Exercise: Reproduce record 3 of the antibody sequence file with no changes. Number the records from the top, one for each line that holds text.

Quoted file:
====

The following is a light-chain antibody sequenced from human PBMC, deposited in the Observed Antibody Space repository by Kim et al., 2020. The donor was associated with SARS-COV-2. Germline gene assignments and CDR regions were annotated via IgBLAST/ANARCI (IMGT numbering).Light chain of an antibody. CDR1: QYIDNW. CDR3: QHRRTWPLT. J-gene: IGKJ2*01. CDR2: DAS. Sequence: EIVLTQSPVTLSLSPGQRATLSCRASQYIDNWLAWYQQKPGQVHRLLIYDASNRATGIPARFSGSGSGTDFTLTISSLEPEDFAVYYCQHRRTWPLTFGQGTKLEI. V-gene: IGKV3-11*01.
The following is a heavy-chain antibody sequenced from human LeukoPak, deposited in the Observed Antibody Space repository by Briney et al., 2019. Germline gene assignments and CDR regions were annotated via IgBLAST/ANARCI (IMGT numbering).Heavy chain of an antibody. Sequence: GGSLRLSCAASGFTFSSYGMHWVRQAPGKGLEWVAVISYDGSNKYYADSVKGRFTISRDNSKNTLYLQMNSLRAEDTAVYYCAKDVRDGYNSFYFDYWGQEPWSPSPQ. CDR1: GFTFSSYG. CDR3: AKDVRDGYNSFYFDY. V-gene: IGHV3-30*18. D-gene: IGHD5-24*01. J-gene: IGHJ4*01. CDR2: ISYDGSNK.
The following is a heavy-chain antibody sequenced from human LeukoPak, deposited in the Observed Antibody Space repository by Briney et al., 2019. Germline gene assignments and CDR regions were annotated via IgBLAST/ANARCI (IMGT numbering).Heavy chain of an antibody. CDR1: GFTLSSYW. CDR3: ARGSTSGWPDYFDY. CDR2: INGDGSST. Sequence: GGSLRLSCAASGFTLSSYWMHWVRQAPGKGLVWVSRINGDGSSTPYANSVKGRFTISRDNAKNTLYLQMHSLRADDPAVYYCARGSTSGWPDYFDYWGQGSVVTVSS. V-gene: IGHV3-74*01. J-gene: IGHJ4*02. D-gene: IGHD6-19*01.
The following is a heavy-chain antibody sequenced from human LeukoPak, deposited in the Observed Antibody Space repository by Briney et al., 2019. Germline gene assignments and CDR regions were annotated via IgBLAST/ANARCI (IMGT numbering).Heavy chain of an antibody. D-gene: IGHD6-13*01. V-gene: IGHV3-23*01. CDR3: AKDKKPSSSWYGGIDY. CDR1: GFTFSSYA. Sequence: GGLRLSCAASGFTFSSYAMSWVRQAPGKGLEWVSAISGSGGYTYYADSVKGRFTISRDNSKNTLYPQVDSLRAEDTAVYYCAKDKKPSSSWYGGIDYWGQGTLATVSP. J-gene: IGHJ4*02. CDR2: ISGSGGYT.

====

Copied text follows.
The following is a heavy-chain antibody sequenced from human LeukoPak, deposited in the Observed Antibody Space repository by Briney et al., 2019. Germline gene assignments and CDR regions were annotated via IgBLAST/ANARCI (IMGT numbering).Heavy chain of an antibody. CDR1: GFTLSSYW. CDR3: ARGSTSGWPDYFDY. CDR2: INGDGSST. Sequence: GGSLRLSCAASGFTLSSYWMHWVRQAPGKGLVWVSRINGDGSSTPYANSVKGRFTISRDNAKNTLYLQMHSLRADDPAVYYCARGSTSGWPDYFDYWGQGSVVTVSS. V-gene: IGHV3-74*01. J-gene: IGHJ4*02. D-gene: IGHD6-19*01.